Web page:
Leaving the little café, I tucked the book Sam gave me under my arm and made my way back to my car.  Not needing much sleep, I average a book a day.  That’s the good news.  The bad news is that I’m sent so many books, I can’t keep up with them.  But any book with tips on reducing stress has to go right to the top of the pile.  I found a very practical and somewhat surprising book on how to Simplify Your Life.

I decided to follow-up with Sam to talk about his ideas on how to live a simple life.

Determine your values and passions

Sam, you have a very different approach to simplifying life.  When I first saw the book cover, I thought “minimalism.”  Any thoughts of minimalist advice were quickly cast aside when I saw your first chapter begins with the words, “Down with Minimalism.”  You say, “Minimalism is boring.”

What is minimalism and why is that not the right place to start?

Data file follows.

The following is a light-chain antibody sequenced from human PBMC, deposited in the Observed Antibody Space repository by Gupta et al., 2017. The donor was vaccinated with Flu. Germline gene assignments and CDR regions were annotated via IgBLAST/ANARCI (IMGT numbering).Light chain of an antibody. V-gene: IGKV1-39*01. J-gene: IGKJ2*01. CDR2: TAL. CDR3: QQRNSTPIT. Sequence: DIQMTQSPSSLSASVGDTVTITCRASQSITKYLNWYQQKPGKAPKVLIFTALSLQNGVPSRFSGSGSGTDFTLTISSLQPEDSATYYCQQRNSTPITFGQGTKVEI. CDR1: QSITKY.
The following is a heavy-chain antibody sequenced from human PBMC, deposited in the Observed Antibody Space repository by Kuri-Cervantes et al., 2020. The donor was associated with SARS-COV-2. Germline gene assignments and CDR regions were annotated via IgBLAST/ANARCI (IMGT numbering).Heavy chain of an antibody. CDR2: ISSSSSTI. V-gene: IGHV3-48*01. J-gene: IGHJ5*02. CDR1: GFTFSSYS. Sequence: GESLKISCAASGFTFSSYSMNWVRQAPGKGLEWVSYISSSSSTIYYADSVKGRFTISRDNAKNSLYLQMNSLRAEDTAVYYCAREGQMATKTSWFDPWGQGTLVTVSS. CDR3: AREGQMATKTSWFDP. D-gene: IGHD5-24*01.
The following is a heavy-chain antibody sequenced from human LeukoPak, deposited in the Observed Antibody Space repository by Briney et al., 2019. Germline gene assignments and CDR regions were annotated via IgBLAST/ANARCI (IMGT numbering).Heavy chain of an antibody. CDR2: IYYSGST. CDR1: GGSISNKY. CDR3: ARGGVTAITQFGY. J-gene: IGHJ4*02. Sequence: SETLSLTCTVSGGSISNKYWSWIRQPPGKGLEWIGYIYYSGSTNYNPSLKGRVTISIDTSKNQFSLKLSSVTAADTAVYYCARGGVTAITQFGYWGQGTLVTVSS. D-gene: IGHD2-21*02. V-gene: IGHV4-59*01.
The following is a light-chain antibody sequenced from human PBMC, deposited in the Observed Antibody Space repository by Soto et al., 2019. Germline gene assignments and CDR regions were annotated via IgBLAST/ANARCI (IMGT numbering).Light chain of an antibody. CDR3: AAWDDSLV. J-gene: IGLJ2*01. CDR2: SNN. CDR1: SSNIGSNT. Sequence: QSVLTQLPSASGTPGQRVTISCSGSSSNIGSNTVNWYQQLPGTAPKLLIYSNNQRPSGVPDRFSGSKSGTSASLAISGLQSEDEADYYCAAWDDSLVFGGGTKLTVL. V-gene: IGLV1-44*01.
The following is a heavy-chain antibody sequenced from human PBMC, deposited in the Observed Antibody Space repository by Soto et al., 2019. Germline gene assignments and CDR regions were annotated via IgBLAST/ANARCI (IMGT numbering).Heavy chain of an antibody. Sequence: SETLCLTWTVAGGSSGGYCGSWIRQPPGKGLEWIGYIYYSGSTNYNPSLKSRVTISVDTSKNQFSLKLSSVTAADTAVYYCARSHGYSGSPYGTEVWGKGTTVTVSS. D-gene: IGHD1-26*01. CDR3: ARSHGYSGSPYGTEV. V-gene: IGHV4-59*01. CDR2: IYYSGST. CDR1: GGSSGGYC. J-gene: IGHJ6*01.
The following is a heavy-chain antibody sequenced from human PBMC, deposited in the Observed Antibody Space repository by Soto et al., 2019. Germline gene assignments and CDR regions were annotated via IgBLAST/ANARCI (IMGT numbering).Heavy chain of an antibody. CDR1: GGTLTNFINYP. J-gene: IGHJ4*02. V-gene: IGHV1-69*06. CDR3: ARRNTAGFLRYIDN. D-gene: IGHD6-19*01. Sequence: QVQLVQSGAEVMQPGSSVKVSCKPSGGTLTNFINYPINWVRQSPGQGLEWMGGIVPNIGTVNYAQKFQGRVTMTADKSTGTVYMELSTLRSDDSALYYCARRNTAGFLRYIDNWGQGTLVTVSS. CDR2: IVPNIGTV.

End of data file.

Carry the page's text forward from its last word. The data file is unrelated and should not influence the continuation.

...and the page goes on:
Minimalism puts the focus on quantity, perhaps to a fault. In the rush to minimize, I fear we miss out on a reflective or introspective process that gets to the heart of why it is we have too much stuff or feel too stressed. Instead, I encourage people to first determine their values and passions. Then, everything that doesn’t enable or enhance one of those can go.

Eliminate things that don’t match your purpose

Getting rid of things for the sake of minimalism may mean we miss out on a valuable tool needed to achieve a great dream. Furthermore, if all we have helps makes us better, the amount of things around us matters less since it’s all beneficial and important.